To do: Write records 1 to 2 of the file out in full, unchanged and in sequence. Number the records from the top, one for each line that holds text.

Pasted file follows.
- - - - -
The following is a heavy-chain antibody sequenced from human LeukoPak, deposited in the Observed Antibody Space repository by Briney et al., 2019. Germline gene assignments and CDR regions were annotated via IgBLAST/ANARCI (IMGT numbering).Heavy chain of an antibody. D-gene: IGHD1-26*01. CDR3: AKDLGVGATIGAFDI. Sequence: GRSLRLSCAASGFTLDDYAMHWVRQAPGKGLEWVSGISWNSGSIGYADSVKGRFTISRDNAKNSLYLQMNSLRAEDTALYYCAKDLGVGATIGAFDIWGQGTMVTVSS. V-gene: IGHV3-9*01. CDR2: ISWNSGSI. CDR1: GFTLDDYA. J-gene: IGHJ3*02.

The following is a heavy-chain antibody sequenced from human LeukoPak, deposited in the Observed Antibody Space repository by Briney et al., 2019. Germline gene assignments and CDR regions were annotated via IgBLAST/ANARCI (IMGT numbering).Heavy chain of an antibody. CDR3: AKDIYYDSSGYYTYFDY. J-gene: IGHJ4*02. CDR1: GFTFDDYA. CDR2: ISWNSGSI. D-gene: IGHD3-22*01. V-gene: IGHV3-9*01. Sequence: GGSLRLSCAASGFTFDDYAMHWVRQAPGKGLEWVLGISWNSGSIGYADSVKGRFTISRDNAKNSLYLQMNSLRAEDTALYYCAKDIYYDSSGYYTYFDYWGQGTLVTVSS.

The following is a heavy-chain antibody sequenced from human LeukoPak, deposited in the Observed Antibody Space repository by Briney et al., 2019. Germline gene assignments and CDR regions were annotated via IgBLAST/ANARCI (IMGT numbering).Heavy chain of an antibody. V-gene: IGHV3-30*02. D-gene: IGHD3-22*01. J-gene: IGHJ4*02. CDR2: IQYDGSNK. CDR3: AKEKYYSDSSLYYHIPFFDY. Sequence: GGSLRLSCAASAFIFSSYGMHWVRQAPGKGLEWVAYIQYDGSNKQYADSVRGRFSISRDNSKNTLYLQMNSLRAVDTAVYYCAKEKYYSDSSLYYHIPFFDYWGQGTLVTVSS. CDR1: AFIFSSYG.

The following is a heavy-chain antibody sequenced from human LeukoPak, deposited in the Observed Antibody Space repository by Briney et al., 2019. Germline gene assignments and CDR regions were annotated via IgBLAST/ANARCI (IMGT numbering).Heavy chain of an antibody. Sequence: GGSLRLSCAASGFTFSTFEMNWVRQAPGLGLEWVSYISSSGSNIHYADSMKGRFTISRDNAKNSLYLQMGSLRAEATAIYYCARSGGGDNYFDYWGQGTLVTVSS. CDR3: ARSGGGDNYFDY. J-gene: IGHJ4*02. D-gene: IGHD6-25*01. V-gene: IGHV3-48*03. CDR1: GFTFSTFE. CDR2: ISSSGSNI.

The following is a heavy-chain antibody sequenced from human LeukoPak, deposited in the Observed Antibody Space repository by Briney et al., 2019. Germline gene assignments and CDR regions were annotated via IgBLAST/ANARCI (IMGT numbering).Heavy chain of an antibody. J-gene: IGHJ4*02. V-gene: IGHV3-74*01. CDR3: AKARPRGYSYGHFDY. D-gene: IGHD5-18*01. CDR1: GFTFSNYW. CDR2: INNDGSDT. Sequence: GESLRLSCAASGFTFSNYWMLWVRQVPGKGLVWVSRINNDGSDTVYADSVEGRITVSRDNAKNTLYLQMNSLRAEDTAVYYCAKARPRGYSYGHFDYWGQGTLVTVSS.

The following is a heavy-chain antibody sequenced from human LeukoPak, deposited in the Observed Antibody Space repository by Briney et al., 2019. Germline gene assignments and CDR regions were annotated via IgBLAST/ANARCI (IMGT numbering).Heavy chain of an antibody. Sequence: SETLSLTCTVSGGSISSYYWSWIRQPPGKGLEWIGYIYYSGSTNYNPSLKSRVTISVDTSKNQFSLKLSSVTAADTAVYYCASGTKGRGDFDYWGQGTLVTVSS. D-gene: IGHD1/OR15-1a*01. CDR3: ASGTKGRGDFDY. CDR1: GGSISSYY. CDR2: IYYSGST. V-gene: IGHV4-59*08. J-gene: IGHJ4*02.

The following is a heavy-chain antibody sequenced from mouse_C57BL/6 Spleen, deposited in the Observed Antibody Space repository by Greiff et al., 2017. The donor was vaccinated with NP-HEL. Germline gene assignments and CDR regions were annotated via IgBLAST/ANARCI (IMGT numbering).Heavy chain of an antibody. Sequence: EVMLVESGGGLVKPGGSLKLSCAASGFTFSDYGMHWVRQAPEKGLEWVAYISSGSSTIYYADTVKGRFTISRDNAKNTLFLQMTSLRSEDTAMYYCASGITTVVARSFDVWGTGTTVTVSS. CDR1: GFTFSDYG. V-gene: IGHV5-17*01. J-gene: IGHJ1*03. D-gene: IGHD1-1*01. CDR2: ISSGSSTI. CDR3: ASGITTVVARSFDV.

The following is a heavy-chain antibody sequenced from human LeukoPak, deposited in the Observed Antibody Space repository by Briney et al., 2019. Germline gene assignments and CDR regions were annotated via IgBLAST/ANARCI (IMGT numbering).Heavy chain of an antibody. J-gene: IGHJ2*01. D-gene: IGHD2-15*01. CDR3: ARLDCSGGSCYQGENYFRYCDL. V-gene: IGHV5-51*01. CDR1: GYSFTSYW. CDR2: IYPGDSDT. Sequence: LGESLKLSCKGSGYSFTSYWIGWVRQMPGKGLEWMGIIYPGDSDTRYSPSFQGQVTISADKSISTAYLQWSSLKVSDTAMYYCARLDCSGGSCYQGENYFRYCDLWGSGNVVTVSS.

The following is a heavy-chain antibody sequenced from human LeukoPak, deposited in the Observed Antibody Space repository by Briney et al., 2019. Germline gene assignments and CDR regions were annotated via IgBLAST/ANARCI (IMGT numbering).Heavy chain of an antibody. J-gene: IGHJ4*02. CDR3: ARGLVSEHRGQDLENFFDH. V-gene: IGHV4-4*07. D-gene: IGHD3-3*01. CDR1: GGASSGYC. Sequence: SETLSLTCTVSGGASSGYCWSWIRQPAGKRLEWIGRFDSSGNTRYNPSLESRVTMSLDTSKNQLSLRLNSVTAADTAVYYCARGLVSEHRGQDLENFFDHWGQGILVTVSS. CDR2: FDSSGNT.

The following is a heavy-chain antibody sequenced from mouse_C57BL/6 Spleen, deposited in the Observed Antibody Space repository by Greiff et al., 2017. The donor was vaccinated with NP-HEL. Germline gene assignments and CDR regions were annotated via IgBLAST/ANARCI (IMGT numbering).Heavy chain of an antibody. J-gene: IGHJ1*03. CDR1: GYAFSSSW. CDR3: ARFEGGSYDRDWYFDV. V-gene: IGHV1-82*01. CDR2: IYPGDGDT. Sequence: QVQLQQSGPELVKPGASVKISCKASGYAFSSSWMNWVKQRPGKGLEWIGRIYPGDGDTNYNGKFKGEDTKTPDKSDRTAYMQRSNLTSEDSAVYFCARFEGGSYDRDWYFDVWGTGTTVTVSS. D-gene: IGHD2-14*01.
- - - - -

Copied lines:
The following is a heavy-chain antibody sequenced from human LeukoPak, deposited in the Observed Antibody Space repository by Briney et al., 2019. Germline gene assignments and CDR regions were annotated via IgBLAST/ANARCI (IMGT numbering).Heavy chain of an antibody. D-gene: IGHD1-26*01. CDR3: AKDLGVGATIGAFDI. Sequence: GRSLRLSCAASGFTLDDYAMHWVRQAPGKGLEWVSGISWNSGSIGYADSVKGRFTISRDNAKNSLYLQMNSLRAEDTALYYCAKDLGVGATIGAFDIWGQGTMVTVSS. V-gene: IGHV3-9*01. CDR2: ISWNSGSI. CDR1: GFTLDDYA. J-gene: IGHJ3*02.

The following is a heavy-chain antibody sequenced from human LeukoPak, deposited in the Observed Antibody Space repository by Briney et al., 2019. Germline gene assignments and CDR regions were annotated via IgBLAST/ANARCI (IMGT numbering).Heavy chain of an antibody. CDR3: AKDIYYDSSGYYTYFDY. J-gene: IGHJ4*02. CDR1: GFTFDDYA. CDR2: ISWNSGSI. D-gene: IGHD3-22*01. V-gene: IGHV3-9*01. Sequence: GGSLRLSCAASGFTFDDYAMHWVRQAPGKGLEWVLGISWNSGSIGYADSVKGRFTISRDNAKNSLYLQMNSLRAEDTALYYCAKDIYYDSSGYYTYFDYWGQGTLVTVSS.